Many of us habitually have our favorite sleeping positions. You can probably think of yours right now. But do you know what it's called? Is it the Log? The Yearner? The Freefall? In this article, we will discuss what is said about the meanings of these various sleeping positions and others, as well as their possible health effects.
How do you sleep at night? Share your favorite sleeping position with us and see what others have to say about theirs.
In research conducted by Professor Chris Idzikowski, director of the UK Sleep Assessment and Advisory Service, it was found that each of the typical sleeping positions are somewhat correlated to a particular personality type. His research also found that most people are unlikely to change their sleeping position too much from day to day. Just 5% of those queried said that they sleep in a different position every night.
While there's all sorts of generalized and nonsensical conclusions that can be drawn from questions like "what your sleeping position says about you," it is a bit intriguing that Dr. Idzikowski found a significant correlation in a scientific manner, and in a survey of a rather large pool of people (1,000 participants). Perhaps the way we sleep reflects a bit of the subconscious body language we carry around with ourselves throughout the day (and apparently the night).
Let's take a look at the correlations he found. The positions are listed in order of the frequency they occured in Dr. Idzikowski's study.
Position: The Foetus position, otherwise known as the Thinker position, is characterized by sleeping on one's side, in a curled up position. Arms are curled on top of the pillow, or occasionally one arm will be under the pillow. The hands can be in a variety of positions, but Foetus positions are always characterized by at least one hand resting near the chin.
Personality: Adopters of the foetus position are perceived to be tough on the outside but sensitive on the inside. They may be shy when they first meet somebody, but soon relax. This is the most common sleeping position--adopted by some 41% of the 1,000 people who took part in Professor Idzikowski's survey. More than twice as many women as men tend to adopt this position.
Health Effects: It is recommended that when lying on your side in the fetal position with your knees bent, you have a pillow tucked between your legs to take as much stress as possible off your back. Use a full-length body pillow if you prefer. This position may be particularly helpful if you have osteoarthritis in the spine, spinal stenosis--a narrowing in the spine--or hip pains.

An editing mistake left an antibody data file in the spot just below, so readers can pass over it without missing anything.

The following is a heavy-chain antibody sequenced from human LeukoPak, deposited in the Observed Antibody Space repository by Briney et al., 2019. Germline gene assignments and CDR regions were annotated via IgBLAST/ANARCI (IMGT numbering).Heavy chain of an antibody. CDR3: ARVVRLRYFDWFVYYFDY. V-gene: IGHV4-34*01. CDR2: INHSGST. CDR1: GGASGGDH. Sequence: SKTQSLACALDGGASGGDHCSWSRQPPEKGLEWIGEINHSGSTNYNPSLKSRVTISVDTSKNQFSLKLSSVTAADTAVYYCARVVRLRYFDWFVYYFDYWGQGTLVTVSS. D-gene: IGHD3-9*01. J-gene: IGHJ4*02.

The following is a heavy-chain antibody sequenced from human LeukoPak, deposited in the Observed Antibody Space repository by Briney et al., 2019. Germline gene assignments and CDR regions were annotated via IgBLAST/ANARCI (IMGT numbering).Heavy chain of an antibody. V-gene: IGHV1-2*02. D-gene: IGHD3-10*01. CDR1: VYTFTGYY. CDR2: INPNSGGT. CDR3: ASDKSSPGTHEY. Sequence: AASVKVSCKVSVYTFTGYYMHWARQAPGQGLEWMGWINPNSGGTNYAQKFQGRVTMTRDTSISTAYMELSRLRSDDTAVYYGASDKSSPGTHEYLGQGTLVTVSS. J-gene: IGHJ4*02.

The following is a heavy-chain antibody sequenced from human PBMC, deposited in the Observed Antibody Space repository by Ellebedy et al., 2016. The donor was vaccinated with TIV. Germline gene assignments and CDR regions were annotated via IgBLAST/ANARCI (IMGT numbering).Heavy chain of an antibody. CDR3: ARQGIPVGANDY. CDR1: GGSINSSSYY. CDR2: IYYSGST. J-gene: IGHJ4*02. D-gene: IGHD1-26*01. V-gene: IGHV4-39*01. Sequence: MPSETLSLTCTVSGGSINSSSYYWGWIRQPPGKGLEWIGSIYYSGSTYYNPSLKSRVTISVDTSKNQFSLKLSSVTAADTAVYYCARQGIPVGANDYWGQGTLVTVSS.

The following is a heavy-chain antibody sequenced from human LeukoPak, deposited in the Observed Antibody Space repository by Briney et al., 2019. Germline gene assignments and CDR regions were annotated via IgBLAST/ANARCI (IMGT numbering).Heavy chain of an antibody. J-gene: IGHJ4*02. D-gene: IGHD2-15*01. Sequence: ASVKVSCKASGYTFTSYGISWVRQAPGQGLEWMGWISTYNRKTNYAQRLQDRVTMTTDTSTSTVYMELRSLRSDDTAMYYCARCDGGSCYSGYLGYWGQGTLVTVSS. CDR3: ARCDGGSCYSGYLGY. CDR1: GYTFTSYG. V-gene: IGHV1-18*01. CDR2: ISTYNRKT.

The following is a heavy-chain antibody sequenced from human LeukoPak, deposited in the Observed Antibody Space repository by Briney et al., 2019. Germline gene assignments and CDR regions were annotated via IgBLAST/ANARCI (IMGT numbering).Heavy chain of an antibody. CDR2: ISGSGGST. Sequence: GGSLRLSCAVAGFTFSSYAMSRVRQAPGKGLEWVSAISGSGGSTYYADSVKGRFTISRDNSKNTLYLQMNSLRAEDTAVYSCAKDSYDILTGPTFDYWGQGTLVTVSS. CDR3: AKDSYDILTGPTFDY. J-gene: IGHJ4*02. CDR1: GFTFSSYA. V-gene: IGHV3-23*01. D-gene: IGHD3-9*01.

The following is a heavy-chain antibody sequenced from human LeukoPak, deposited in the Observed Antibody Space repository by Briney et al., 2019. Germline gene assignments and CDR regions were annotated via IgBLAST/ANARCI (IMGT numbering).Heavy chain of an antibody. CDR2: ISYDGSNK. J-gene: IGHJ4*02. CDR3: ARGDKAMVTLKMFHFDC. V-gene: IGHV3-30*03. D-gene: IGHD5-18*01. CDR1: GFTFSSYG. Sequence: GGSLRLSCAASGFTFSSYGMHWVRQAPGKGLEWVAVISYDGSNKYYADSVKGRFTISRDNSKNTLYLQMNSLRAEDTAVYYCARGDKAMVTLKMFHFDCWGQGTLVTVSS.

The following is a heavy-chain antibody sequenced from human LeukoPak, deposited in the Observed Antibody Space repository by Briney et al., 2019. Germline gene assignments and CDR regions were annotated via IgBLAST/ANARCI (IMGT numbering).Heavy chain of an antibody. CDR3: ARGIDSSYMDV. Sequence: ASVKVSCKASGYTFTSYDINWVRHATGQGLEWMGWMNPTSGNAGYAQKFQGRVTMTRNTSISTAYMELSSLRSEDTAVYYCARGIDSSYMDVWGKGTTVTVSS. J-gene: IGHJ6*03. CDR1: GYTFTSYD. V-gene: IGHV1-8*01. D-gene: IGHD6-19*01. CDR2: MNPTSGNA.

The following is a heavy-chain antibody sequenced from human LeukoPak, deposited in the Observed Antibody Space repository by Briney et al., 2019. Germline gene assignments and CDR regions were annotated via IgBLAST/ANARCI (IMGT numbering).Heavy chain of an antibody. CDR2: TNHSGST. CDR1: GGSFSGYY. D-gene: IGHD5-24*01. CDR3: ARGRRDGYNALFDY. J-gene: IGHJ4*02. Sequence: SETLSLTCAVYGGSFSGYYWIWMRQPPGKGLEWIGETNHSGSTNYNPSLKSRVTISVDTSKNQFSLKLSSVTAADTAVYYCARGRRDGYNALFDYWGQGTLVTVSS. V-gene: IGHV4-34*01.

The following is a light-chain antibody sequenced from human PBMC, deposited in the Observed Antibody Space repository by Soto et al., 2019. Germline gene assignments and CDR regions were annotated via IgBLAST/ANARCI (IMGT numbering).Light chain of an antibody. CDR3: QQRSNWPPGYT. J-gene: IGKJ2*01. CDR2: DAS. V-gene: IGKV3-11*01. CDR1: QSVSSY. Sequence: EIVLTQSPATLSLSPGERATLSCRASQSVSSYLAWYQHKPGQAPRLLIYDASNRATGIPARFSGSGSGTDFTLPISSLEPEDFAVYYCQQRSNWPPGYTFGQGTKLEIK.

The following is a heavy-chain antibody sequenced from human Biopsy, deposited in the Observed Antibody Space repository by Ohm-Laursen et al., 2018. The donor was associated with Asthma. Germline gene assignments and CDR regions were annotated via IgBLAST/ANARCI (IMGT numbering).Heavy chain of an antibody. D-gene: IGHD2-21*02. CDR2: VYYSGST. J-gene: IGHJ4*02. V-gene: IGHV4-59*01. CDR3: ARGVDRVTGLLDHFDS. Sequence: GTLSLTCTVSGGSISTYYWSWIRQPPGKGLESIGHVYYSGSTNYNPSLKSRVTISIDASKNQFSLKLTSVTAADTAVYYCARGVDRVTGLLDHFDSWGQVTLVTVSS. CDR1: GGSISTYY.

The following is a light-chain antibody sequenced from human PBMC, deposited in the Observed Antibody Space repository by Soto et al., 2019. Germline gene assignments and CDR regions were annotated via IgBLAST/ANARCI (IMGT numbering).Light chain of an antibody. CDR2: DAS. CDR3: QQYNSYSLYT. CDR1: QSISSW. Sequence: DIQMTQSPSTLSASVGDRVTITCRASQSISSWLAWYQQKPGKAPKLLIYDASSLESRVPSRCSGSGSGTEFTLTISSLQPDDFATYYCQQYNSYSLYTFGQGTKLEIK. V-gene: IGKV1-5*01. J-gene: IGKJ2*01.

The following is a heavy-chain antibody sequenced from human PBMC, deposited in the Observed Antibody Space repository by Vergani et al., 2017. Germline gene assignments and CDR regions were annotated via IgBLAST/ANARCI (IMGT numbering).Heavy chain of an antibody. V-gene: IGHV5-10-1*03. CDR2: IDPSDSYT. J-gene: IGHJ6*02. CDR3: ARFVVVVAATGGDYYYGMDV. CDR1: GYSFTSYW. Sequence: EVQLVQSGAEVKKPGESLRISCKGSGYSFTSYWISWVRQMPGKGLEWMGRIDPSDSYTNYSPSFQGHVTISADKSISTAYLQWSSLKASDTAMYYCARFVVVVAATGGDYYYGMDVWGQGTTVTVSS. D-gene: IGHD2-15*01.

Position: This one's pretty straightforward: Log sleepers sleep on their sides with their back and legs straight, both hands down by their sides, and their cheek resting against the pillow--straight like a log.
Personality: Log sleepers tended to be easy-going, social people who like being part of the in-crowd. They are trusting of strangers, and they may even be gullible.
Health: Sleeping with one's side on one's hand causes the head and neck to be awkwardly positioned. Hence, Log sleepers generally have a difficult time finding a pillow that provides them adequate head and neck support while simultaneously remaining soft and comfortable for the side of their face to rest upon.
Position: The Yearner position is where one sleeps with his or her head slightly off the centre of the pillow, arms outstretched along the pillow, back straight, and legs slightly bent.
Personality: People who sleep on their side with both arms out in front are said to have an open nature, but can be suspicious and cynical. They are slow to make up their minds, but once they have made a decision, they are unlikely to change it.
Health: Yearners may have trouble finding a good pillow because most pillows are not designed to support the head and neck evenly throughout the pillow.
Position: A Soldier sleeps flat on his or her back, face to the ceiling, (with both arms pinned down at the side or slightly out, and legs straight.
Personality: People who sleep in this position are generally quiet and reserved. They don't like a fuss, but set themselves and others high standards.
Health: Soldiers should have firm support for the back of the head and neck. Soldier sleepers can have difficulty deciding between soft and firm pillows because both have their advantages for this sleeping position: the softer pillows provide a more comfortable support for the neck, while a firmer pillow tends to feel more comfortable on the back of the head. Professor Idzikowski concluded that soldier were more likely to lead to snoring and a bad night's sleep.
Position: A Freefall sleeper lies on his front with his hands wrapped around the pillow, and his head turned to one side.
Personality: Freefallers are often gregarious and brash people, but they can be nervy and thin-skinned underneath. They don't like criticism, or extreme situations.
Health: It is recommended that you do not sleep on your abdomen. Sleeping facedown can exaggerate the arch at the base of your spine and cause strain. If you can't sleep comfortably any other way, you should reduce the strain on your back by placing a pillow under your pelvis and lower abdomen. Use a pillow under your head if it doesn't place too much strain on your back. If not, try sleeping without a pillow under your head. It is challenging to find just the right pillow firmness for Freefallers. However, this position may be helpful if you have degenerative disease or a herniated disk in the central portion of your spine.